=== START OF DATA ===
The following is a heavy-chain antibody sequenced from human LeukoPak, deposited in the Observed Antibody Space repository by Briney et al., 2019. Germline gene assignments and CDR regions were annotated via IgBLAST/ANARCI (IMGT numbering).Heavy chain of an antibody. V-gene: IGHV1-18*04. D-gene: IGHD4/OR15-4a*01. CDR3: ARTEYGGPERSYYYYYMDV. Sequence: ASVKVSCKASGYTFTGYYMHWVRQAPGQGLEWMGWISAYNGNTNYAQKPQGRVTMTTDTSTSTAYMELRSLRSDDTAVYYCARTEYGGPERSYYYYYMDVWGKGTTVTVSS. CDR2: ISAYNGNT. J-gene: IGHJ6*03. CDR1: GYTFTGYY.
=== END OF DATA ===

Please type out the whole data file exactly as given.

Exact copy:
The following is a heavy-chain antibody sequenced from human LeukoPak, deposited in the Observed Antibody Space repository by Briney et al., 2019. Germline gene assignments and CDR regions were annotated via IgBLAST/ANARCI (IMGT numbering).Heavy chain of an antibody. V-gene: IGHV1-18*04. D-gene: IGHD4/OR15-4a*01. CDR3: ARTEYGGPERSYYYYYMDV. Sequence: ASVKVSCKASGYTFTGYYMHWVRQAPGQGLEWMGWISAYNGNTNYAQKPQGRVTMTTDTSTSTAYMELRSLRSDDTAVYYCARTEYGGPERSYYYYYMDVWGKGTTVTVSS. CDR2: ISAYNGNT. J-gene: IGHJ6*03. CDR1: GYTFTGYY.